Planer boards help prevent spooking. They're primarily thought of as an open-water midsummer tool, used to spread lines and search for suspended basin walleyes. But they can be a powerful tool in the early season when walleyes are shallow and bottom conditions favor their use. Find the right conditions on the Great Lakes or small natural lakes--like sand, clay, mud, or gravel--and some argue that boards can be used any time.
"Look at the structure, to determine whether you can use boards at all," says Professional Walleye Trail veteran Gary Parsons. "If you're dealing with shallow rocks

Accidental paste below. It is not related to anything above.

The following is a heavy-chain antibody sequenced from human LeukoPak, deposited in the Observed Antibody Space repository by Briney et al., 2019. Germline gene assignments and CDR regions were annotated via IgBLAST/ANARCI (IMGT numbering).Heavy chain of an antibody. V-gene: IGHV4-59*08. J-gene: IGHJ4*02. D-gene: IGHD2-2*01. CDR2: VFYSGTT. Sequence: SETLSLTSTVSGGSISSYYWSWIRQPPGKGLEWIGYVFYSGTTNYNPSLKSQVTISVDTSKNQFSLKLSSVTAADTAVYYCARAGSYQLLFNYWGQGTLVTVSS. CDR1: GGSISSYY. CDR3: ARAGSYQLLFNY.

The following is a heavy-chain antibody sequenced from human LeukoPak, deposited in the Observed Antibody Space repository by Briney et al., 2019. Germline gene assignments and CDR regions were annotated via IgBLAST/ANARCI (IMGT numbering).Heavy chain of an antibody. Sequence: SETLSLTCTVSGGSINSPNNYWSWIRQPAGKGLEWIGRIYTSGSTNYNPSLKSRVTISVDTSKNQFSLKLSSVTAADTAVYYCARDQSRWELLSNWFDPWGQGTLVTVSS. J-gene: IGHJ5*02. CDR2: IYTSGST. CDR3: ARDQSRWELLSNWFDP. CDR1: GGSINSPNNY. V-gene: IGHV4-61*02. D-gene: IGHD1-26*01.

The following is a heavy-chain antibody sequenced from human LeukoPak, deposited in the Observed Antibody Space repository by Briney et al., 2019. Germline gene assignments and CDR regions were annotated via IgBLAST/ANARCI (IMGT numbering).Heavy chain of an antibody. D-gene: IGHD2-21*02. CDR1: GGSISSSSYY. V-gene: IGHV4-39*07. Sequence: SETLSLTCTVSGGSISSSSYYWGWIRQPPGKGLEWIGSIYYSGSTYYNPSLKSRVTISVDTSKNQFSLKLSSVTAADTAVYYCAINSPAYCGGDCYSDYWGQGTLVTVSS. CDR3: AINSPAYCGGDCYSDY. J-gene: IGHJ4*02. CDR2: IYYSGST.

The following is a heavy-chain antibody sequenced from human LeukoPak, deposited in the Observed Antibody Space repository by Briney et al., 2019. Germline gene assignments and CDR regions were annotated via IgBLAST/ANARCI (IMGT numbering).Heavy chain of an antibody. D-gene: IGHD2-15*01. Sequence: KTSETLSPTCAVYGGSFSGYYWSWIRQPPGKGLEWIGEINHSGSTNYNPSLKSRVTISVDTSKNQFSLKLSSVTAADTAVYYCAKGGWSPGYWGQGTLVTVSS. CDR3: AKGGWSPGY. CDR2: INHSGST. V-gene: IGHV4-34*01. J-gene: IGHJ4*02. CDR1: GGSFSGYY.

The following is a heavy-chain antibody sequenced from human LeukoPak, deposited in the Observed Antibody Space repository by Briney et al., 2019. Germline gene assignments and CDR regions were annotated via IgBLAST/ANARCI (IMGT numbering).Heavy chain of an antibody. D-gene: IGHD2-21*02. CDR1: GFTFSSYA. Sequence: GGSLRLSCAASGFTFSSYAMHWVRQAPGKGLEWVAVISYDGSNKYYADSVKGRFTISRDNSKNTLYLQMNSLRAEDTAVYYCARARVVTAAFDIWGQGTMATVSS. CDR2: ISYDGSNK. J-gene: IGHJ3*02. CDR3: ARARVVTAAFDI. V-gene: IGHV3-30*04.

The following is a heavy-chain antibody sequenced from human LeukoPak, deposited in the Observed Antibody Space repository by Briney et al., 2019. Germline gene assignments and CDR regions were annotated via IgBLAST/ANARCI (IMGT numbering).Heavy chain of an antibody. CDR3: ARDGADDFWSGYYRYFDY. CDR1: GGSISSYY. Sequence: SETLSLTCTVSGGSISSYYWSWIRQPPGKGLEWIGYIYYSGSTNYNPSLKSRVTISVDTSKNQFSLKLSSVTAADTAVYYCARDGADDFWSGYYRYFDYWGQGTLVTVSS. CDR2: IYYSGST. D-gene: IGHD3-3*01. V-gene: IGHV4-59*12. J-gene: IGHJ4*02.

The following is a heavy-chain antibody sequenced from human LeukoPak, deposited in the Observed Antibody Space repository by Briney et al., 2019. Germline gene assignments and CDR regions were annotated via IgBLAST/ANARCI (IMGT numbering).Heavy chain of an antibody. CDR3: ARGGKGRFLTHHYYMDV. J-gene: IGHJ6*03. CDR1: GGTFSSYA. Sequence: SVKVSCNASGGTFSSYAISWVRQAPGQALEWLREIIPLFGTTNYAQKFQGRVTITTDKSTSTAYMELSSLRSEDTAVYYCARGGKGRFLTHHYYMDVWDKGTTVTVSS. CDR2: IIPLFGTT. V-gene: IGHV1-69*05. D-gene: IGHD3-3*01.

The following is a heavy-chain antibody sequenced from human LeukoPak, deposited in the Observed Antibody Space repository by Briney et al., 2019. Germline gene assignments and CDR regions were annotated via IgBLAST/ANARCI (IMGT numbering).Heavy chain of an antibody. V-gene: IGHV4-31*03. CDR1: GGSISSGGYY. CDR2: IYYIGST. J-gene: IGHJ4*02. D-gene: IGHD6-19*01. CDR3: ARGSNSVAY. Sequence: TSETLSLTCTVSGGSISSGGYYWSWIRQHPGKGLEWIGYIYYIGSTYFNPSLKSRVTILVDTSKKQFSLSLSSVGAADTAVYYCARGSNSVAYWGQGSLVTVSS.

or any snaggy bottom, boards can be a hassle. But in locations where you can bump crankbaits or bottom bouncers off the bottom without getting hung up much, boards can be the ticket to getting your lure into shallow water without spooking the fish.
"When I'm trying to find roaming schools of fish in a large area," Parsons says, "the first thing I do is spread out as many lines as I can, as wide as possible, to contact walleyes. If I catch a few fish and get a sense for where the fish are located, I revise the board layout to pull the baits right through the fish.
"Walleyes have a limited sight zone and a limited range they're willing to move to bite. If I can get four lines into their zone, I've maximized my odds of catching fish."
Crankbaits and spinner rigs are perhaps the most popular lures to use with planer boards.